1960 Ford Popular 100E – Project Profile

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By Chris Pollitt

There are few companies in the automotive world as good at badge engineering as Ford. Walk into a dealership today and you can get seemingly limitless versions of any one car. You want a basic Ford Focus? No problem. You want a fast one? They have it covered. What about one that just looks fast? Not an issue. How about one that is so laden with luxury trim and modern tech it could make a Bentley blush? Step into a Vignale. Ford loves a bit of money for the same rope. And it’s not a new thing, as this cheeky little 1960 Ford Popular goes to show. 

The 100E Ford Popular was not a new car in the traditional sense. Instead, it was Ford’s way of getting more mileage out of the old Ford Anglia 100E body. The Anglia, however, also shared its body with the Prefect. Confusing. But, it worked, as even though the Popular 100E was an old design in 1960, it still sold. It was, ahem, very popular. Sorry. 

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And that bleeds through to the classic car world today. The 100E is loved no matter the trim level. Two-door cars, which is what we have here, are arguably the most sought after. They’re just cooler somehow. Plus, you don’t really need a four-door model, unless your rear-seat passengers are Borrowers. Yep, it’s a cool little Ford and one that is brimming with potential. 

What is it? 

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As we mentioned above, what we have here is a 1960 Ford Popular 100E. It’s apparently been in dry storage since 2002 and is being sold as a ‘stalled’ project, as it’s in bits. However, don’t be put off, as it looks to be a very solid and honest example. The Popular was a more basic offering than the other cars in Ford’s 1960 showroom. However, it wasn’t stuck in the past. The 1,1172cc side-valve engine was a stronger unit than before. The car had hydraulic brakes – though they were drum all round. With only 36bhp, it was no hot rod – it could just about crack 70mph – and it was basic, with no frills. The body trim was minimal, and the interior was very basic (though options for more equipment like a radio were offered). It was and still is a basic, but ultimately very charming little car. And one that still has a huge following. 

Why is it a project? 

As we touched on above, this is a project that was started but not finished. So we can strike Magnus Magnusson off the list of being a potential owner. Though speaking of which, the seller does say that this little Ford has only had two owners in the past, which is a remarkably low number given its age.

It looks to be remarkably solid. There is no scary-looking rust to be observed at first glance, and everything looks to still be standard specification. Some work has been done to the rear valance, which looks like it will need revisiting. And the engine, while present, is in a state of disassembly, so you can bank on that needing a rebuild (there are no plugs fitted, so it will almost certainly have locked up due to corrosion). 

The interior looks excellent. In fact, we suspect the seats have been retrimmed, as they look like they need nothing more intensive than a good wipe down. The piping is still a bright white! The door cards look excellent, too. As does the dash and steering wheel. 

On the whole, it looks like a very solid, very original little car. The panels look good, the panel gaps too. There is no obvious damage, no rust as we said, and it looks to be largely complete. This is most definitely a worthwhile project.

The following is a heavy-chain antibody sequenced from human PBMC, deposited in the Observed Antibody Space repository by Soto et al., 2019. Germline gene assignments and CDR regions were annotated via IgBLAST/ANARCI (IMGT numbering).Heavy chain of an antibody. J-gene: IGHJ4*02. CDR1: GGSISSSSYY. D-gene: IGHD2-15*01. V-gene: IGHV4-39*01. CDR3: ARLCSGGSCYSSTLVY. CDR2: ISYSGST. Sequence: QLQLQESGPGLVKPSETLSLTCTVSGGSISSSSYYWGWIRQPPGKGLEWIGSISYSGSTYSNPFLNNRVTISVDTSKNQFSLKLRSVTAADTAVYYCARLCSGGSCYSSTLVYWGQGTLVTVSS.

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Five things to look for? 

1) Rust

It’s a Ford from 1960, so rust is something you need to look for. In the case of the 100E, the floors, the bulkhead and all the underside box sections are where you need to have a good poke about.

2) Parts

The car comes with a whole host of parts, but are they the right parts, and is there enough there to put it back together? You’re going to need to buy engine stuff, but still doesn’t hurt to see what’s already there. 

3) Engine

Now, we’re just speculating here, but there are no spark plugs in the engine. Even if the car was stored in the driest of dry places, this is still going to mean a high chance of the pistons having welded themselves to the block. Worth inspecting, as the engine could be junk. 

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4) Paperwork

The car comes with some paperwork, which is sure to make for interesting reading. There is an old style V5, but no mention of a new one. Worth seeing what’s there, as you don’t want to end up with a car that’s going to be a nightmare to register. 

5) Trim 

The car looks to be pretty complete, bar the obvious lack of rear bumper. But how good is the trim? Will it be okay with being removed and put back, or has it had its day? Trim can be hard to find for these little cars.

What should you do with it? 

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Now, you could go down the route of restoration. Certainly, the 100E is a rare little car and as such, it would be nothing but delightful to see this one back in working, original fettle. However, let us not forget that the scene for modified old Fords is nothing short of massive. And of all the old Fords, the 100E is one that responds very well indeed to some modification. You don’t need to go mad. Modern suspension, disc brakes, lower it and fit deep steel wheels with dog dish hubcaps. Put a more lively crossflow engine in it, maybe with a spicy cam and a pair of tin-40s. It could be a proper little street machine.

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